The Eagle, Cambridge

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The Eagle
The Eagle, Bene't Street - - 797013.jpg
The Bene't Street frontage looking west
The Eagle, Cambridge is located in Cambridgeshire
The Eagle, Cambridge
Location within Cambridgeshire
General information
LocationBene't Street
Town or cityCambridge
Coordinates52°12′14″N 0°07′06″E / 52.204°N 0.1182°E / 52.204; 0.1182Coordinates: 52°12′14″N 0°07′06″E / 52.204°N 0.1182°E / 52.204; 0.1182
Main signboard of The Eagle, as seen from the Corpus Christi College accommodation above

The Eagle (formerly known as the Eagle and Child) is a Grade II listed[1] public house in Cambridge, England which opened in 1667 as a coaching inn.[2] It is the second oldest pub in Cambridge, after the Pickerell Inn.[3] The street frontage, located on the north side of Bene't Street in the centre of the city,[4] is of circa 1600, with a galleried 19th-century wing behind, facing the courtyard.[1] The site is owned by Corpus Christi College and is managed by Greene King brewery.


World War II[edit]

The RAF Bar ceiling with graffiti of World War II airmen

During the Second World War, Allied airmen, who drank and socialised at The Eagle, used wax candles, petrol lighters and lipstick to write their names, squadron numbers and other doodles onto the ceiling of the rear bar. The tradition is believed to have been started by RAF Flight Sergeant P. E. Turner, who climbed up on the table one night to burn his squadron number on the ceiling.[5] The graffiti, in what is now known as the "RAF Bar",[2] was uncovered, deciphered and preserved by former RAF Chief Technician James Chainey during the early 1990s.[3]

The Announcement of the Discovery of the Structure of DNA[edit]

A blue plaque outside The Eagle

When the university's Cavendish Laboratory was still at its old site at nearby Free School Lane, the pub was a popular lunch destination for staff working there. Thus, it became the place where Francis Crick interrupted patrons' lunchtime on 28 February 1953 to announce that he and James Watson had "discovered the secret of life" after they had come up with their proposal for the structure of DNA.[6] The anecdote is related in Watson's book The Double Helix,[7] and is commemorated on a blue plaque next to the entrance, and two plaques in the middle room by the table where Crick and Watson lunched regularly. Today the pub serves a special ale to commemorate the discovery, dubbed "Eagle's DNA".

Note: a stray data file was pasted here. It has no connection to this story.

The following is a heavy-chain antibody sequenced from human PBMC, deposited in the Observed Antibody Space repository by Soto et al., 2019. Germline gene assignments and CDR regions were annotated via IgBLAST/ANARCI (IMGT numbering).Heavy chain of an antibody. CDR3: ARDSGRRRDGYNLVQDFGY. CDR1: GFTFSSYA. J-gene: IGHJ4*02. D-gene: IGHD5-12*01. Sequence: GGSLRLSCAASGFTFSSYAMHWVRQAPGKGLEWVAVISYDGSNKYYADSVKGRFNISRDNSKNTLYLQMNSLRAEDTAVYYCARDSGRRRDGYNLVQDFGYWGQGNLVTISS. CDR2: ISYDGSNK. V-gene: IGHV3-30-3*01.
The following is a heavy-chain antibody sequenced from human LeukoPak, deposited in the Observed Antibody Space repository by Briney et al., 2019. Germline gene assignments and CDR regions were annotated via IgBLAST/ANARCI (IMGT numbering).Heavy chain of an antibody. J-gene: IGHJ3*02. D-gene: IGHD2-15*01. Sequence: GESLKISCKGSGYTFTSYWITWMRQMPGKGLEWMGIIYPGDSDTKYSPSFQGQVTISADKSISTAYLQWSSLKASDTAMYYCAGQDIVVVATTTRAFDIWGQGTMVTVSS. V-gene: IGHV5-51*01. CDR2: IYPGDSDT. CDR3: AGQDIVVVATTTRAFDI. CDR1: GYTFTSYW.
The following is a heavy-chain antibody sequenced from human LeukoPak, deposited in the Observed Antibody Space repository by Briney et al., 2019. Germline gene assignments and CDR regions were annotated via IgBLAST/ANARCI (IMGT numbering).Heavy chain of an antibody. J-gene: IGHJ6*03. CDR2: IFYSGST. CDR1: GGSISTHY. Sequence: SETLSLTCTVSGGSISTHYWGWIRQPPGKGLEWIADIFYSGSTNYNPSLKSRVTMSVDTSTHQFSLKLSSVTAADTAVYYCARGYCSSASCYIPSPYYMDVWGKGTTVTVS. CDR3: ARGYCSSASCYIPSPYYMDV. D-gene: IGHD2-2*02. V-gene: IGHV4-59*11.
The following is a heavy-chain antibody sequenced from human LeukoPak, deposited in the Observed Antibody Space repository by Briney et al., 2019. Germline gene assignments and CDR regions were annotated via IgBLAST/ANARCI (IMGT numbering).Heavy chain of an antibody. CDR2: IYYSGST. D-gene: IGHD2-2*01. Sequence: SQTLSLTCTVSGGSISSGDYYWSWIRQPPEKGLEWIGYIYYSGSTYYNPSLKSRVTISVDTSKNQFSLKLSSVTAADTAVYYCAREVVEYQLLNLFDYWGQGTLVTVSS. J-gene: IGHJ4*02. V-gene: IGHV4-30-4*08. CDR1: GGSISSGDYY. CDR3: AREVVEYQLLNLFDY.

Also in 1953 Watson and Crick worked over lunch in the Eagle to draw up a list of the 20 canonical amino acids. This has been a very influential rubric for molecular biology, and was a key development in understanding the protein-coding nature of DNA.[8]


  1. ^ a b Historic England. "The Eagle Inn (1126250)". National Heritage List for England. Retrieved 20 September 2020.
  2. ^ a b "About Eagle". Greene King. Retrieved 21 September 2020.
  3. ^ a b Comber, Ben (30 August 2016). "The Eagle Pub". Cambridge Independent. Retrieved 21 September 2020.
  4. ^ Bene't Street: The Eagle pub, Cambridge 2000
  5. ^ Fenelon, James M. (March–April 2017). "Time Travel: Yanks in Cambridge". History Net. Retrieved 21 September 2020.
  6. ^ Ed Regis, What Is Life?: Investigating the Nature of Life in the Age of Synthetic Biology, Oxford University Press, 2009, ISBN 0-19-538341-9, p.52
  7. ^ "'Secret of life' discovery turns 50". BBC. 27 February 2003.
  8. ^ Freeland., Judson, Horace (1 January 1996). The eighth day of creation: makers of the revolution in biology. CSHL Press. ISBN 0879694777. OCLC 33357310.